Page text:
“The U.S. is not in position to start naming others as terror organizations, and we reject by any attempt by the U.S. in this regard,” Foreign Minister Javad Zarif told reporters at a conference in Doha. His remarks were reminiscent of the Iranian government’s response to the designation, last month, of the Islamic Revolutionary Guard Corps as a foreign terrorist organization. As well as verbally condemning that long-discussed gesture, Iranian lawmakers also passed a bill that was signed into law by President Hassan Rouhani on Tuesday, applying terrorist designation to US military forces throughout the region and declaring the US government as sponsor of terrorism.
Of course, by criticizing the US but also emulating its strategy, the Islamic Republic is sending mixed messages about the viability of terrorist designation as a political statement and a means of exerting pressure on foreign adversaries. But on the other hand, the American and Iranian designations are unlikely to prove comparable, since the IRGC terror designation is expected to cut off the paramilitary group from a wide variety of foreign markets while Iran’s designation of the US military is not expected to have much in the way of practical effects.
If there is any specific area in which the latter maneuver may prove effective, it is simply in the area of propaganda among preexisting adversaries of the US. In that sense, Iran’s condemnation of US plans for the Muslim Brotherhood may be aimed in large part at discouraging other Islamic or Muslim-majority entities from negotiating with representatives of the US or its allies.
It is interesting to note that at the same time Tehran is personally reaching out to those sorts of entities and condemning the US for its alienation thereof, it is also pursuing the alternative and contradictory strategy of condemning the US for reaching out to other groups that fit into the same general category. This was evident last week when Foreign Minister Zarif said it was “seriously wrong” for the US government to push for a deal with the Taliban in Afghanistan as part of an effort to end the long American military presence there.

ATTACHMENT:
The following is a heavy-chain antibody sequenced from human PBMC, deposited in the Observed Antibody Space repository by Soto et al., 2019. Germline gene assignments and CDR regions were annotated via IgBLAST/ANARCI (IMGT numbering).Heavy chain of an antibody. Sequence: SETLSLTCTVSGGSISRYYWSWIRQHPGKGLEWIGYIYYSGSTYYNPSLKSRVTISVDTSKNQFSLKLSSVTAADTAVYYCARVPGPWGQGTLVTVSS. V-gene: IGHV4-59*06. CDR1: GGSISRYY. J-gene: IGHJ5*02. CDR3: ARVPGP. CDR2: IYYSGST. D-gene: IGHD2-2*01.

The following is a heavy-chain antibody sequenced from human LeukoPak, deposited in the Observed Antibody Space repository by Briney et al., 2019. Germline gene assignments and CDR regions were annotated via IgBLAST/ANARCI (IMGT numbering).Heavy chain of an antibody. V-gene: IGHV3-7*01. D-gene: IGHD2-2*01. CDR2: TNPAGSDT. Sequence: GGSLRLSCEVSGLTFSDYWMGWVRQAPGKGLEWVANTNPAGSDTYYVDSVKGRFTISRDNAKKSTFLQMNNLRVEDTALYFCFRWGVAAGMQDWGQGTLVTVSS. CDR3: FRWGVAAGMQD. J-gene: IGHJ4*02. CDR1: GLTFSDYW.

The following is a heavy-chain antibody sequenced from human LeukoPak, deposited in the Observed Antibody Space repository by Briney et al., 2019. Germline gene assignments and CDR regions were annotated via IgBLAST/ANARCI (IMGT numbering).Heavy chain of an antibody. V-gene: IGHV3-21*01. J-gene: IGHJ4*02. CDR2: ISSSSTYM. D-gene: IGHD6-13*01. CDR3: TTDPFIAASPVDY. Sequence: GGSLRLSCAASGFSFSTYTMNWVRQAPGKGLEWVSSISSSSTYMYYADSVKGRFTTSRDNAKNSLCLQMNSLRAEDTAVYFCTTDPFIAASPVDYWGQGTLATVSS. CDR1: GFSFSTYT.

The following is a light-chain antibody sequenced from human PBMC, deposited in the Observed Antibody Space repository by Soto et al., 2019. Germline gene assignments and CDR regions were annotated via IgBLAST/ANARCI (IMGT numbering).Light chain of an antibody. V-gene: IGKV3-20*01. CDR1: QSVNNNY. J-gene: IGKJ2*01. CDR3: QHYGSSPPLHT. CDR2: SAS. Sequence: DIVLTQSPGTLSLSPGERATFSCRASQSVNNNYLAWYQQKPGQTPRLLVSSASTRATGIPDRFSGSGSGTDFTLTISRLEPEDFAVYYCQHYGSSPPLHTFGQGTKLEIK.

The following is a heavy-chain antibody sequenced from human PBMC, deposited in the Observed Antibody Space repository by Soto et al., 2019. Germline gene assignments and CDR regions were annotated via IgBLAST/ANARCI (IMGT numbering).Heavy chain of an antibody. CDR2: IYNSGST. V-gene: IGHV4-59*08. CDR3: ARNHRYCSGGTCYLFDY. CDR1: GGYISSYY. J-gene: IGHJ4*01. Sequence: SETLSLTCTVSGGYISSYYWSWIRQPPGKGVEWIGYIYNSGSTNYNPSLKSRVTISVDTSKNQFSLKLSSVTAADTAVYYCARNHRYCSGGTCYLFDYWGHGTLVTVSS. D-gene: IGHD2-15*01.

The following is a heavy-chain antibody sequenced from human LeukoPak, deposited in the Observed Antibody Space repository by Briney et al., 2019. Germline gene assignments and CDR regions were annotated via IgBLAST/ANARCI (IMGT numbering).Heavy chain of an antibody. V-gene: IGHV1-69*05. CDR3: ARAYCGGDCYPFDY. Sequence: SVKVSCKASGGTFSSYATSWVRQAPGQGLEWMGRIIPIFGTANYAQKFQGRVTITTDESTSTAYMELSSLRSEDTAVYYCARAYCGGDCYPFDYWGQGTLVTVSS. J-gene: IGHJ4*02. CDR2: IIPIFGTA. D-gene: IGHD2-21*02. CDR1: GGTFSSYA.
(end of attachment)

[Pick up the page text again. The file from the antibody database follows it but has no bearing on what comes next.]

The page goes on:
This statement seemingly disregarded the numerous reports that have emerged in recent years of high-level talks between the Iranian government and Taliban leaders. As recently as Wednesday, the Afghanistan Times reported that there had been “several reports of Iran providing support to militants in the country,” and that the Revolutionary Guards had routinely been providing financing to the Taliban in Farah Province, near the border between the two countries.
Given that this ongoing coordination coexists with Tehran’s condemnation of American diplomatic overtures toward the same group, it is clear that Iran condemns its adversaries and supports its own institutions and proxies whenever it is politically convenient, and with little regard for inherent contradictions. This phenomenon can also be seen in the case of the Yemeni Civil War, where both Iran and Saudi Arabia have been credibly accused of carelessly contributing to the awful suffering of the civilian population.
While Tehran has contributed to the condemnation of Saudi-led bombing campaigns during that war, it has also directed the IRGC-supported Houthi rebels to renege on ceasefire agreements, including one that was concluded last December. US Secretary of State Mike Pompeo called attention to this at a recent event in Washington, where he said the Houthis “continue to refuse to comply with the agreements that they signed up for in Stockholm, Sweden, they refuse to withdraw from the port of Hudaydah… because Iran has chosen to direct them to do that.”
This led the Iranian Foreign Ministry to respond on Tuesday by describing Pompeo’s statement as part of a “blame game.” But at the same time that they rebuked the US for supposedly downplaying Saudi contributions to the crisis, the Iranian officials did little to contradict the American account of IRGC actions in defiance of international agreements concerning Yemen.